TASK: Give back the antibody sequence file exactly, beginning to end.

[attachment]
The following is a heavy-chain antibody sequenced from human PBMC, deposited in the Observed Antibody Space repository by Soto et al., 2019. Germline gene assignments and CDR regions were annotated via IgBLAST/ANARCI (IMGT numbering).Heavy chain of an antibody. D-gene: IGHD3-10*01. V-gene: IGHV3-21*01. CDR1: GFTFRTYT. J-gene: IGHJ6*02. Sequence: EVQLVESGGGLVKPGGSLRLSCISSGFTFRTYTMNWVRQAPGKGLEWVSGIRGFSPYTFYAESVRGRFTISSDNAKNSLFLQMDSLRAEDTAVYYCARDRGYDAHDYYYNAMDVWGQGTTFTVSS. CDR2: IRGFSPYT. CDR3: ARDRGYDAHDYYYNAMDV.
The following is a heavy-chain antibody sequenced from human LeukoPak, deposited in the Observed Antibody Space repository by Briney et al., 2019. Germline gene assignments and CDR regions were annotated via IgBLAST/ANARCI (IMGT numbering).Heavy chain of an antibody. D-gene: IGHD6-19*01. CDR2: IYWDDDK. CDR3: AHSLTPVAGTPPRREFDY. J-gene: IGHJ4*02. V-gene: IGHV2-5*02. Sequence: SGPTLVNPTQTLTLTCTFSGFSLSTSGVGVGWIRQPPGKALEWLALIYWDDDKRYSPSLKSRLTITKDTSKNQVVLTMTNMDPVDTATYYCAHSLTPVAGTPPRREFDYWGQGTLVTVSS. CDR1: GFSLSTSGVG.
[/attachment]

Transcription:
The following is a heavy-chain antibody sequenced from human PBMC, deposited in the Observed Antibody Space repository by Soto et al., 2019. Germline gene assignments and CDR regions were annotated via IgBLAST/ANARCI (IMGT numbering).Heavy chain of an antibody. D-gene: IGHD3-10*01. V-gene: IGHV3-21*01. CDR1: GFTFRTYT. J-gene: IGHJ6*02. Sequence: EVQLVESGGGLVKPGGSLRLSCISSGFTFRTYTMNWVRQAPGKGLEWVSGIRGFSPYTFYAESVRGRFTISSDNAKNSLFLQMDSLRAEDTAVYYCARDRGYDAHDYYYNAMDVWGQGTTFTVSS. CDR2: IRGFSPYT. CDR3: ARDRGYDAHDYYYNAMDV.
The following is a heavy-chain antibody sequenced from human LeukoPak, deposited in the Observed Antibody Space repository by Briney et al., 2019. Germline gene assignments and CDR regions were annotated via IgBLAST/ANARCI (IMGT numbering).Heavy chain of an antibody. D-gene: IGHD6-19*01. CDR2: IYWDDDK. CDR3: AHSLTPVAGTPPRREFDY. J-gene: IGHJ4*02. V-gene: IGHV2-5*02. Sequence: SGPTLVNPTQTLTLTCTFSGFSLSTSGVGVGWIRQPPGKALEWLALIYWDDDKRYSPSLKSRLTITKDTSKNQVVLTMTNMDPVDTATYYCAHSLTPVAGTPPRREFDYWGQGTLVTVSS. CDR1: GFSLSTSGVG.